In this paper I introduce the notion of absence to interpret the experience of disused spaces and structures, which escape the present definition of architecture and the city as a designed and planned environment. Through this lens I look into the Heygate Estate in South London, a modernist council estate that remained almost empty for a decade, and was demolished in 2014 to give way to a contentious regeneration project.
Before being demolished, the Heygate accumulated a range of interrelated absences linked to its state of disuse, including its detachment from and interruption of the formal urban context, the displacement of its residents, and its impending erasure.
The method I propose to represent these absences is layering, a form of visual inquiry based on photography, which responds to absence’s capacity of evoking distant, uncertain and multiple presences that remain away from our grasp, so they have to be recreated through memory and imagination.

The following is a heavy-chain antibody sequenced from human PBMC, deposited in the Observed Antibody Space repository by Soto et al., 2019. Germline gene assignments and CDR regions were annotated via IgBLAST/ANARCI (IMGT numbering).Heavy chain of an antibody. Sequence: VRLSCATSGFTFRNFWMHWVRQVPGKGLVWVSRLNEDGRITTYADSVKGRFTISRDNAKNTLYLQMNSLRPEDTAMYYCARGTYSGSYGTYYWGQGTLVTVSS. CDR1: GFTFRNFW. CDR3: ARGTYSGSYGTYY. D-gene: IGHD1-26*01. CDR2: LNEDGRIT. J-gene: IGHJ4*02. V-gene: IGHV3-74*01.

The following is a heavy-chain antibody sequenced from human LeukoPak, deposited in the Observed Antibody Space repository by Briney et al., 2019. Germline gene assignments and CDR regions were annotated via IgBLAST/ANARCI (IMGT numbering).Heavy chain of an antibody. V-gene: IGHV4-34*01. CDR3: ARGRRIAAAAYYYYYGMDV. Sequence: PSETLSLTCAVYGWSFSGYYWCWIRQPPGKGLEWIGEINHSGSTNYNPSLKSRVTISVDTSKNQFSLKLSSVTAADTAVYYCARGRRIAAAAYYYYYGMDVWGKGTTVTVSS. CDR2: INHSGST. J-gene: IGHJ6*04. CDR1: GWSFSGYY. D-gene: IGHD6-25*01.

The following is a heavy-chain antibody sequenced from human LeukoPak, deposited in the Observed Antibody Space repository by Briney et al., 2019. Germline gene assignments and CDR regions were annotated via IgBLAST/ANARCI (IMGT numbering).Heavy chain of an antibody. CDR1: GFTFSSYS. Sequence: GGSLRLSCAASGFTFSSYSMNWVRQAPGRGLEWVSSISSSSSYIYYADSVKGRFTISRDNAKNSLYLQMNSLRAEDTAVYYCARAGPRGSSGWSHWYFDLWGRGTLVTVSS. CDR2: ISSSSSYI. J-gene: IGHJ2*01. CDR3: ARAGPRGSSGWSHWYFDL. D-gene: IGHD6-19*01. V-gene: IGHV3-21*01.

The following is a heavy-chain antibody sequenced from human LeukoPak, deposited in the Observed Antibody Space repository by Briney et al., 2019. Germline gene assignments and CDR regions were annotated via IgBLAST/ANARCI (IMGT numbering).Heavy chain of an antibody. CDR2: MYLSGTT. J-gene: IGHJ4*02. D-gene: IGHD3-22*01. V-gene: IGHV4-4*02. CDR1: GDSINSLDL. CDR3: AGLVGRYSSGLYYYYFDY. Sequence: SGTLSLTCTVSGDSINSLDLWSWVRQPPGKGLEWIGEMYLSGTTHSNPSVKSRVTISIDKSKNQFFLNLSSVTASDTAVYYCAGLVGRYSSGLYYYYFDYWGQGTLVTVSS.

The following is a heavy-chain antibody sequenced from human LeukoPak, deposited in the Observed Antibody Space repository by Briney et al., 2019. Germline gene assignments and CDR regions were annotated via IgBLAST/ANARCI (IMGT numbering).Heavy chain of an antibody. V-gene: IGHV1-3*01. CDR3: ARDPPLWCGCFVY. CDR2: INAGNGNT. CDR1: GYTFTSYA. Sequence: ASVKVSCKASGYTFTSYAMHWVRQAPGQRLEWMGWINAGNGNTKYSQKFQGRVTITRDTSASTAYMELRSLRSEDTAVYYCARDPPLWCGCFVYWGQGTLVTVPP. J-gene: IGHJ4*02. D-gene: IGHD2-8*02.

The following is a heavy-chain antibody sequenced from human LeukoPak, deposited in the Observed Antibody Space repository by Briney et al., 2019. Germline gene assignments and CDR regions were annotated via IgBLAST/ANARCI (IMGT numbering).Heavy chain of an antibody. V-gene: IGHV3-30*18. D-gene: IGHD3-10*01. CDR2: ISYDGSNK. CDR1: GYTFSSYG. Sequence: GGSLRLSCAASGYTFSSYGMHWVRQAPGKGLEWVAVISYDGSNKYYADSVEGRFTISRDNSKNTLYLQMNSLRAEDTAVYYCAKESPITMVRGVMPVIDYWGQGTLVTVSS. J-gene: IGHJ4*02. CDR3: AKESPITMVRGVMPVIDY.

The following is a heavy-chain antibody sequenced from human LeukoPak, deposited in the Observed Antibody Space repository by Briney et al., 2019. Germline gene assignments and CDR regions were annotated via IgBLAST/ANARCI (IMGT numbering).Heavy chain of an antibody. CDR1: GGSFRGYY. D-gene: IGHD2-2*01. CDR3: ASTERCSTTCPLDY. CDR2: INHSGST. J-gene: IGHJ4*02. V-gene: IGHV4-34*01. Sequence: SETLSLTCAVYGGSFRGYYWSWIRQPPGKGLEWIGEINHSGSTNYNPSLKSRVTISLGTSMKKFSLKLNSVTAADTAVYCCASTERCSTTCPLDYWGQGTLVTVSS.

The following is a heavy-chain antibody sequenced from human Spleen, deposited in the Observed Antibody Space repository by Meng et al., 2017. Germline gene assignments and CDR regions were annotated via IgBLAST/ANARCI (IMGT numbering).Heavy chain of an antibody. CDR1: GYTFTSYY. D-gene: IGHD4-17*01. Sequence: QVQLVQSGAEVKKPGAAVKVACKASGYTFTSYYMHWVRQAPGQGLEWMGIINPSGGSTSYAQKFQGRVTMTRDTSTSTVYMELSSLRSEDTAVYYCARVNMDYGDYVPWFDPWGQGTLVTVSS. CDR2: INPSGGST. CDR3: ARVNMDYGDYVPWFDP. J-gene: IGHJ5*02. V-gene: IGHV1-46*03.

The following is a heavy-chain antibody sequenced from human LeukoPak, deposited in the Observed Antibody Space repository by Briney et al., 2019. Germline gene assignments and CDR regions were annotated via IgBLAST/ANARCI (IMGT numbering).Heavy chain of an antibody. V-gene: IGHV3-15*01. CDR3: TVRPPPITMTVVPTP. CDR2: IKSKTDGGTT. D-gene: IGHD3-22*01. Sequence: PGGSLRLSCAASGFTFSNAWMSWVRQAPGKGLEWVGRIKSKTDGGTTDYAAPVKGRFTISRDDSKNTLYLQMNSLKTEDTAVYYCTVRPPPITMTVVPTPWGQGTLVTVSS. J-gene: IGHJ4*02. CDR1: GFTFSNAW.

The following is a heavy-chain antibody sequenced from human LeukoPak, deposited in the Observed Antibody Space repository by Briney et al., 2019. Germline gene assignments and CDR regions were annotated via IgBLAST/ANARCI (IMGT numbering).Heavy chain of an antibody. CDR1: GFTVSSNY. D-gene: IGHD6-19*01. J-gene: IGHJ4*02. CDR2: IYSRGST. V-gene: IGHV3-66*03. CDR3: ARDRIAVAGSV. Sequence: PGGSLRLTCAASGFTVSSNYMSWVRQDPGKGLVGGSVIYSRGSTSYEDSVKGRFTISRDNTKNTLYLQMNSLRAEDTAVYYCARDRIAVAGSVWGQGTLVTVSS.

In its openness, alternativeness, and in its social and political meaning, the disused and neglected Heygate strongly incarnated the values of Ignasi de Solá-Morales’ (1996) concept of terrain vague as ‘the form of absence’ in contemporary cities. The Heygate, nonetheless, challenged that definition in its clearly delimited physical structure, reflecting Pier Vittorio Aureli’s notion of absolute architecture (2010), which describes the potential of architectural form and limits to counter the forces of capitalist urbanisation. Both apparently opposite terms converge and complement each other to situate and understand the layered absences of the Heygate Estate.
In accounting for a place left over by urban change, in this paper I advance alternative imaginaries to reflect on and critique the underpinning narratives of urban regeneration shaping the contemporary city, which determined the Heygate’s ultimate disappearance.